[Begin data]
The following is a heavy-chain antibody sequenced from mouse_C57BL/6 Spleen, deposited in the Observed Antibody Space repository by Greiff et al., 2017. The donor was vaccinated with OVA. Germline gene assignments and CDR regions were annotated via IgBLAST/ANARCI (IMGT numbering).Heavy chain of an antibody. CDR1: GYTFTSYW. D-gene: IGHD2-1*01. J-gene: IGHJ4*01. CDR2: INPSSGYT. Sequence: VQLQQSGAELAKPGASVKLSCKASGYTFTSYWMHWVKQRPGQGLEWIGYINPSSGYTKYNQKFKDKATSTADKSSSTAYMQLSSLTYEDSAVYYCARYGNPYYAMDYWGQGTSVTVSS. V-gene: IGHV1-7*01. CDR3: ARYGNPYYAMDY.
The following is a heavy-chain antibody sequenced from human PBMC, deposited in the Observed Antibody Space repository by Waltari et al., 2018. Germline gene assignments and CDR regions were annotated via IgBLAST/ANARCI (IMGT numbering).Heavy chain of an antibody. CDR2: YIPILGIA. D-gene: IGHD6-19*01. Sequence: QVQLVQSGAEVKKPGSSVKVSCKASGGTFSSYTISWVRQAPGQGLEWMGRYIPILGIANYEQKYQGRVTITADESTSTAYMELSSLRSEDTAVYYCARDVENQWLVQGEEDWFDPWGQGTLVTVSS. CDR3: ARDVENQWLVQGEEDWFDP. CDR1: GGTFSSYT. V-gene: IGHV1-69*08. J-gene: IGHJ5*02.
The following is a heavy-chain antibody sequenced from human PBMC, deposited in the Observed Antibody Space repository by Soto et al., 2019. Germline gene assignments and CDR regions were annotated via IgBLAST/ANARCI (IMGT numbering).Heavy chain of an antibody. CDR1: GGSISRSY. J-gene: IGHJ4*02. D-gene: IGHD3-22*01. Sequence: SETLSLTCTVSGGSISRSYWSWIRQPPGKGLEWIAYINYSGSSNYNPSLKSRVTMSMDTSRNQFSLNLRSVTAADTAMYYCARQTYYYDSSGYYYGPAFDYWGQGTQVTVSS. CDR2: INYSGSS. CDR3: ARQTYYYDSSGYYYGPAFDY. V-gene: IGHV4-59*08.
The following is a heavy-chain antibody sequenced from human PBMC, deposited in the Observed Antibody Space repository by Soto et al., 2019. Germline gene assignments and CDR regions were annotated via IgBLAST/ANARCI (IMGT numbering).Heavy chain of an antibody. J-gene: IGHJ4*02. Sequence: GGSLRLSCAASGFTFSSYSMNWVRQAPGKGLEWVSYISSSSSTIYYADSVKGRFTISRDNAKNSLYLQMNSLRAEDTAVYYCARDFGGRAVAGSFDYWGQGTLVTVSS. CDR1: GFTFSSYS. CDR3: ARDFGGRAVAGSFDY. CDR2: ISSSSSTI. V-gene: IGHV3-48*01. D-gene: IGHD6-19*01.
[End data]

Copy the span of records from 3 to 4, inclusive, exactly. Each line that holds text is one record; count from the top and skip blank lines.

The following is a heavy-chain antibody sequenced from human PBMC, deposited in the Observed Antibody Space repository by Soto et al., 2019. Germline gene assignments and CDR regions were annotated via IgBLAST/ANARCI (IMGT numbering).Heavy chain of an antibody. CDR1: GGSISRSY. J-gene: IGHJ4*02. D-gene: IGHD3-22*01. Sequence: SETLSLTCTVSGGSISRSYWSWIRQPPGKGLEWIAYINYSGSSNYNPSLKSRVTMSMDTSRNQFSLNLRSVTAADTAMYYCARQTYYYDSSGYYYGPAFDYWGQGTQVTVSS. CDR2: INYSGSS. CDR3: ARQTYYYDSSGYYYGPAFDY. V-gene: IGHV4-59*08.
The following is a heavy-chain antibody sequenced from human PBMC, deposited in the Observed Antibody Space repository by Soto et al., 2019. Germline gene assignments and CDR regions were annotated via IgBLAST/ANARCI (IMGT numbering).Heavy chain of an antibody. J-gene: IGHJ4*02. Sequence: GGSLRLSCAASGFTFSSYSMNWVRQAPGKGLEWVSYISSSSSTIYYADSVKGRFTISRDNAKNSLYLQMNSLRAEDTAVYYCARDFGGRAVAGSFDYWGQGTLVTVSS. CDR1: GFTFSSYS. CDR3: ARDFGGRAVAGSFDY. CDR2: ISSSSSTI. V-gene: IGHV3-48*01. D-gene: IGHD6-19*01.